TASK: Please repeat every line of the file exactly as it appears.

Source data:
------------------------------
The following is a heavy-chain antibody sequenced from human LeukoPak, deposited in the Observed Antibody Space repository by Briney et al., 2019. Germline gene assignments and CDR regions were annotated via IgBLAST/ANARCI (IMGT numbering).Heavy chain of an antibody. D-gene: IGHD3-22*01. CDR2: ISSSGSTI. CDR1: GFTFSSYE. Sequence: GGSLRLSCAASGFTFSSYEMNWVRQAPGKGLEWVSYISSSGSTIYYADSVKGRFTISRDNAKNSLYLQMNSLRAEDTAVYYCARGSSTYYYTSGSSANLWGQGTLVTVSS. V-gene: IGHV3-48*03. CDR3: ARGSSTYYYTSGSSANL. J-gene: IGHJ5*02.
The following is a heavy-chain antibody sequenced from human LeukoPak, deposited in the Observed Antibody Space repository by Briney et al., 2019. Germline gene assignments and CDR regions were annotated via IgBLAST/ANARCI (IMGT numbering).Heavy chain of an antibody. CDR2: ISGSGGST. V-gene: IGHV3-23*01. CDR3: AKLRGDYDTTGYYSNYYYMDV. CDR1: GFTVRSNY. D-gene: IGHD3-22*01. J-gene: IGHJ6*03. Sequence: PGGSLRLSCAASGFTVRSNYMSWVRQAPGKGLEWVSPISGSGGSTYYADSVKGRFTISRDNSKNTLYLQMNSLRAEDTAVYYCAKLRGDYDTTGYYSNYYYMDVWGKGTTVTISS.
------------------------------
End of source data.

The following is a heavy-chain antibody sequenced from human LeukoPak, deposited in the Observed Antibody Space repository by Briney et al., 2019. Germline gene assignments and CDR regions were annotated via IgBLAST/ANARCI (IMGT numbering).Heavy chain of an antibody. D-gene: IGHD3-22*01. CDR2: ISSSGSTI. CDR1: GFTFSSYE. Sequence: GGSLRLSCAASGFTFSSYEMNWVRQAPGKGLEWVSYISSSGSTIYYADSVKGRFTISRDNAKNSLYLQMNSLRAEDTAVYYCARGSSTYYYTSGSSANLWGQGTLVTVSS. V-gene: IGHV3-48*03. CDR3: ARGSSTYYYTSGSSANL. J-gene: IGHJ5*02.
The following is a heavy-chain antibody sequenced from human LeukoPak, deposited in the Observed Antibody Space repository by Briney et al., 2019. Germline gene assignments and CDR regions were annotated via IgBLAST/ANARCI (IMGT numbering).Heavy chain of an antibody. CDR2: ISGSGGST. V-gene: IGHV3-23*01. CDR3: AKLRGDYDTTGYYSNYYYMDV. CDR1: GFTVRSNY. D-gene: IGHD3-22*01. J-gene: IGHJ6*03. Sequence: PGGSLRLSCAASGFTVRSNYMSWVRQAPGKGLEWVSPISGSGGSTYYADSVKGRFTISRDNSKNTLYLQMNSLRAEDTAVYYCAKLRGDYDTTGYYSNYYYMDVWGKGTTVTISS.